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Futile Pleasures – Early Modern Literature and the Limits of Utility - Fordham Scholarship Online
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Futile Pleasures: Early Modern Literature and the Limits of Utility

Corey McEleney


Futile Pleasures examines the contradictory role that pleasure played in early modern English writers’ attempts to justify the utility and value of poetry. Drawing on the methodological resources of deconstruction and queer theory, the book offers close readings of works by William Shakespeare, Roger Ascham, Thomas Nashe, Edmund Spenser, and John Milton, exploring the ambivalence these writers displayed toward the possibility of poetry’s vain futility. Tracing that ambivalence forward to the modern era, the book also shows how contemporary critics have recapitulated Renaissance humanist ideals ... More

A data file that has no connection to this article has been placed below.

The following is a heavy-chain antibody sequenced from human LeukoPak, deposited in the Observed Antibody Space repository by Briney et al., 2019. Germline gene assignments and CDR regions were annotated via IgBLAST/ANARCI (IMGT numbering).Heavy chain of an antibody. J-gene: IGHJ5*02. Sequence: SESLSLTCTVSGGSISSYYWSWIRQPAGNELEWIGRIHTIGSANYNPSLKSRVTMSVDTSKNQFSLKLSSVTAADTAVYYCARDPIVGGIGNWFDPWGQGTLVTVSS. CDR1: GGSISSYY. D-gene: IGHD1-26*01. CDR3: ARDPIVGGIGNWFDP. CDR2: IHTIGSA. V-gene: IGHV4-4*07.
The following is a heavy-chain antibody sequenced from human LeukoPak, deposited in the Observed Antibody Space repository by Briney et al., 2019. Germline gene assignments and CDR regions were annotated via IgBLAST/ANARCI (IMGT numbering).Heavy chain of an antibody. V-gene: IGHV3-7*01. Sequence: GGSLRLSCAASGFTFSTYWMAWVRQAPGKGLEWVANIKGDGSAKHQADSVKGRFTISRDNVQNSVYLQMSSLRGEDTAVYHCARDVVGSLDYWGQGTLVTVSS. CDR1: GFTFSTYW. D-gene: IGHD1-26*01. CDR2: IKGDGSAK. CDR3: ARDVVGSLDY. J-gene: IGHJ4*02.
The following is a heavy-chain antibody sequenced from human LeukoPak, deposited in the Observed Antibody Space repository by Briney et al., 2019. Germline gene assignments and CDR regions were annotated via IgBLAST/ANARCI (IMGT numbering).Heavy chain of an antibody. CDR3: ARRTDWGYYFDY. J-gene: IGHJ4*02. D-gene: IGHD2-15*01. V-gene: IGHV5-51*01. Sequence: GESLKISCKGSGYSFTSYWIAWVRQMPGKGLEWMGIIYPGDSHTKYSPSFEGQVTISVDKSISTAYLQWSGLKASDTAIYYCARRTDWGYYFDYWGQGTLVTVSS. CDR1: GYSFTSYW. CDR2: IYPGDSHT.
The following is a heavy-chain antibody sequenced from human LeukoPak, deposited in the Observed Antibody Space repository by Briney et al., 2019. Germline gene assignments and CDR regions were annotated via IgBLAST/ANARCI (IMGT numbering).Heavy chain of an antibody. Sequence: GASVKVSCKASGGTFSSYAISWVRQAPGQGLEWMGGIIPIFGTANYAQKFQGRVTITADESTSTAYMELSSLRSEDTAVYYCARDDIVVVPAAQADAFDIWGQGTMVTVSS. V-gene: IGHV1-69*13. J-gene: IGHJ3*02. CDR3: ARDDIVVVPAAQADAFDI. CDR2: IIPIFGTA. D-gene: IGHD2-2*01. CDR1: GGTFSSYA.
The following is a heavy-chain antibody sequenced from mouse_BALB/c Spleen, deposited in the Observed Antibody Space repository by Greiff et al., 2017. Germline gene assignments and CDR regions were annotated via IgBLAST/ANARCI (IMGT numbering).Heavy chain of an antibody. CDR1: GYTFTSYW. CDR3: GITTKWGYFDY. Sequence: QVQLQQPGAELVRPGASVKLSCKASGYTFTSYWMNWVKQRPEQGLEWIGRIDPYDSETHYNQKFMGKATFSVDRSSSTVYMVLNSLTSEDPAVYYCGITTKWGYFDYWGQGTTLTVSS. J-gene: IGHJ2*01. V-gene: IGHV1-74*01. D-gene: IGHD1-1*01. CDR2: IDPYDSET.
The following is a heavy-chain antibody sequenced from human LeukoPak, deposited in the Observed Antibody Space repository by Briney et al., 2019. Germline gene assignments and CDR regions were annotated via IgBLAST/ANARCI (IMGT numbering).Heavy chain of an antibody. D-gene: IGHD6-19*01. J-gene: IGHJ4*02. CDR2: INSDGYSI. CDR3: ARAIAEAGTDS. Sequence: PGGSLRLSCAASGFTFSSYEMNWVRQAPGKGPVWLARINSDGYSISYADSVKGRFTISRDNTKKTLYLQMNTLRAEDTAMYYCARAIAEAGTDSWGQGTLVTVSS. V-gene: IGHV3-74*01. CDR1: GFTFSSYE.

Keywords: close reading, deconstruction, futility, humanism, pleasure, queer theory, redemption, renaissance, utility

Bibliographic Information

Print publication date: 2017 Print ISBN-13: 9780823272655
Published to Fordham Scholarship Online: September 2017 DOI:10.5422/fordham/9780823272655.001.0001


Affiliations are at time of print publication.

Corey McEleney, author
Fordham University